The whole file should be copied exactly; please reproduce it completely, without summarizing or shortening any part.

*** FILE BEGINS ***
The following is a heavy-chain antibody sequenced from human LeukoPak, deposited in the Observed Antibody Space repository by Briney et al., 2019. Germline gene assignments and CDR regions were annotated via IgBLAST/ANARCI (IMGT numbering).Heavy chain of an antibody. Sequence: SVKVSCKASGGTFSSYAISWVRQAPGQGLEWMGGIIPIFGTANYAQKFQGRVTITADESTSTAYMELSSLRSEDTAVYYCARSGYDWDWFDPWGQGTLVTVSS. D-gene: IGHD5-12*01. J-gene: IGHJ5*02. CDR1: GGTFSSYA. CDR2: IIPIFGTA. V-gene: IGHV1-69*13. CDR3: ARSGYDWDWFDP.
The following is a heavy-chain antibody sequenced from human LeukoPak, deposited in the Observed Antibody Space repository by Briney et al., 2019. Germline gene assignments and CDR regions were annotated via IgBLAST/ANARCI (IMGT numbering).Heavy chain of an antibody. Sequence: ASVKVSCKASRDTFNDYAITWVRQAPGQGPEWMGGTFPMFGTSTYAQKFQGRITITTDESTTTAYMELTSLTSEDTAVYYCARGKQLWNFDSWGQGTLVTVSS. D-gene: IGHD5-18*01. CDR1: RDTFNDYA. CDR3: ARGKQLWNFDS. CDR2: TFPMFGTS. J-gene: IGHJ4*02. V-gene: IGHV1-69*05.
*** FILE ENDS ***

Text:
The following is a heavy-chain antibody sequenced from human LeukoPak, deposited in the Observed Antibody Space repository by Briney et al., 2019. Germline gene assignments and CDR regions were annotated via IgBLAST/ANARCI (IMGT numbering).Heavy chain of an antibody. Sequence: SVKVSCKASGGTFSSYAISWVRQAPGQGLEWMGGIIPIFGTANYAQKFQGRVTITADESTSTAYMELSSLRSEDTAVYYCARSGYDWDWFDPWGQGTLVTVSS. D-gene: IGHD5-12*01. J-gene: IGHJ5*02. CDR1: GGTFSSYA. CDR2: IIPIFGTA. V-gene: IGHV1-69*13. CDR3: ARSGYDWDWFDP.
The following is a heavy-chain antibody sequenced from human LeukoPak, deposited in the Observed Antibody Space repository by Briney et al., 2019. Germline gene assignments and CDR regions were annotated via IgBLAST/ANARCI (IMGT numbering).Heavy chain of an antibody. Sequence: ASVKVSCKASRDTFNDYAITWVRQAPGQGPEWMGGTFPMFGTSTYAQKFQGRITITTDESTTTAYMELTSLTSEDTAVYYCARGKQLWNFDSWGQGTLVTVSS. D-gene: IGHD5-18*01. CDR1: RDTFNDYA. CDR3: ARGKQLWNFDS. CDR2: TFPMFGTS. J-gene: IGHJ4*02. V-gene: IGHV1-69*05.